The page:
Following the exit of prominent team members such as Ali “Myth” Kabbani in recent months, leading esports organization TSM has seen a sharp decline in its combined social media following — a potential challenge for the esports team that Forbes described as the world’s most valuable in December 2020.
In August, TSM’s social media following stood at nearly 80 million across platforms. In the months since, the company’s combined social following dropped to 49 million, according to the gaming and esports consultancy and data platform GEEIQ — a decline of nearly 30 million followers.
These numbers refer to TSM’s combined social media following: the organization’s branded accounts, plus the social accounts of its team members and influencers across Twitch, Twitter, YouTube, Facebook, Instagram and TikTok. This combined figure is what most esports teams use to pitch themselves to prospective brand partners and sponsors.
“The way teams sell themselves in the space is through their influence,” said Chris Mann, svp of gaming and esports agency REV/XP and former vp of partnerships at esports organizations Dignitas and NRG Esports. “Influence is scale, right? So most teams count their social following across their team accounts and all of their players’ accounts, and their creators, as well.”
“As far as pitch decks, we do reference what our following is, in terms of how we communicate our reach and how we communicate what that total audience is,” said Matthew Boyd, head of research and insights at TSM. “Generally, the way things have existed with the partnership equation, up to this point, is that when we’re talking about social handles and building those into those agreements, we’ve pretty much been focused on those owned-and-operated channels, as well as the competitive roster, specifically. So creators and streamers have been less of a central focus when we’ve been going out to the marketplace and talking about what’s possible from an activation standpoint.”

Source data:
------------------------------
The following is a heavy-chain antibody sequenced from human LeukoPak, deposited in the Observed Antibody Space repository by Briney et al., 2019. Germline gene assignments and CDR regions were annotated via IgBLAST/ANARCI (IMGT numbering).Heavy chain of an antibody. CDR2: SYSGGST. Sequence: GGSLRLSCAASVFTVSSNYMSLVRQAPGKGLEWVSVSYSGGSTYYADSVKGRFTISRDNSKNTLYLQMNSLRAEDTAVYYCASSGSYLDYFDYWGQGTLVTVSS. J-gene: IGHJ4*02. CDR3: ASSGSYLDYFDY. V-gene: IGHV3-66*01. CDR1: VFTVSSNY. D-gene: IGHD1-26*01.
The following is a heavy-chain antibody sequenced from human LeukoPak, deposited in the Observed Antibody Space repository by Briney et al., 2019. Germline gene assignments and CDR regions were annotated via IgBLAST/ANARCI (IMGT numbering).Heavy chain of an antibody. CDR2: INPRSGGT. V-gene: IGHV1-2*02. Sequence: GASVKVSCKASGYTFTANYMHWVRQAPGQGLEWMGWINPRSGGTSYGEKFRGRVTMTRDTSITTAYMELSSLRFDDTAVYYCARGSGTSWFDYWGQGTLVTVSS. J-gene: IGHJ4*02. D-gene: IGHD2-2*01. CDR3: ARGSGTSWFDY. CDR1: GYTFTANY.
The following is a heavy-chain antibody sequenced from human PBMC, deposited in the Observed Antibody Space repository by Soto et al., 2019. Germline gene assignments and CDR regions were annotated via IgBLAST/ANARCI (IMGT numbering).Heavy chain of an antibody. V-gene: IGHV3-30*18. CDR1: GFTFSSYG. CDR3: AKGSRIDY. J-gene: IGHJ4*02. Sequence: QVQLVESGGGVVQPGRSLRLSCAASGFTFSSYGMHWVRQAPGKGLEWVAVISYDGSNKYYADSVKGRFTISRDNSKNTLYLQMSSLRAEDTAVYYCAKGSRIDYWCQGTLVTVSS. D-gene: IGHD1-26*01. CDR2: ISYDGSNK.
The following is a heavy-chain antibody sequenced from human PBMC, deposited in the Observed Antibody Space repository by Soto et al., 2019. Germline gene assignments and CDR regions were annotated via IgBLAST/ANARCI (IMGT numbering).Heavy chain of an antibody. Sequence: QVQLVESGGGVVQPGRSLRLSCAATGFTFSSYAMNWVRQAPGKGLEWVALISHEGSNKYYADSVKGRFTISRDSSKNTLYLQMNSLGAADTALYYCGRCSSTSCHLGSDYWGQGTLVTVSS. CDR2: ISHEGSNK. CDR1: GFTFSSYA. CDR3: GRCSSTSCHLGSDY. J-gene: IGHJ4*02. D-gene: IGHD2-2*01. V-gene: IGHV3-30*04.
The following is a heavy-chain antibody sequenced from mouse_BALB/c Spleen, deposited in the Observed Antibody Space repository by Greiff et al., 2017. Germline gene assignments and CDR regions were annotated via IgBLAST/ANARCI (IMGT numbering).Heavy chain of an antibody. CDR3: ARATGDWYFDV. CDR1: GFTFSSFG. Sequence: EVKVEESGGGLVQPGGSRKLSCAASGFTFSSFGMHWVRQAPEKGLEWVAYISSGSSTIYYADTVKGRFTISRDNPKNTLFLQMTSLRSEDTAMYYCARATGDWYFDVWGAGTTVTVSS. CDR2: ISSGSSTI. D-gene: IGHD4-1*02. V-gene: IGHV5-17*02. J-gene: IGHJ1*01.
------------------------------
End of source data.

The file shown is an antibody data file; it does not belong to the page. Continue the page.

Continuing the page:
TSM’s official branded accounts have a total of 9.84 million followers across platforms, according to GEEIQ. Followership of these official accounts has decreased by one percent since September 2021, though Boyd said that followership across TSM’s social accounts increased by four percent during the 2021 calendar year. Some of this drop might be the result of social platforms’ recent purges of bot accounts, which are particularly prevalent in the esports scene.
But the primary reason for TSM’s follower decrease was almost assuredly the exit of some of TSM’s more prominent influencers in recent months, most notably Ali “Myth” Kabbani, who boasts 21 million followers across platforms and declined to re-sign with the team when his contract ended in December 2021. “Obviously, Myth leaving, that’s kind of a big thing. I don’t think we’re shying away from the fact that we have had some high-profile departures,” Boyd said. “Our perspective is, at the end of the day, we’re a competitive organization. We acknowledge that with any kind of organization, whether it’s esports or traditional sports, talent comes and goes. I think that kind of comes with the territory.”
During Kabbani’s tenure at the organization, his fans dutifully became fans of TSM — but their loyalty ultimately lied with the influencer, not the team. This phenomenon is common in both traditional and electronic sports. “It’s the same within traditional sports,” said George Mead, partnerships director at Fnatic. “When Ronaldo switches from one team to the other, there’s a huge spike in the level of followers of the team that he goes to.”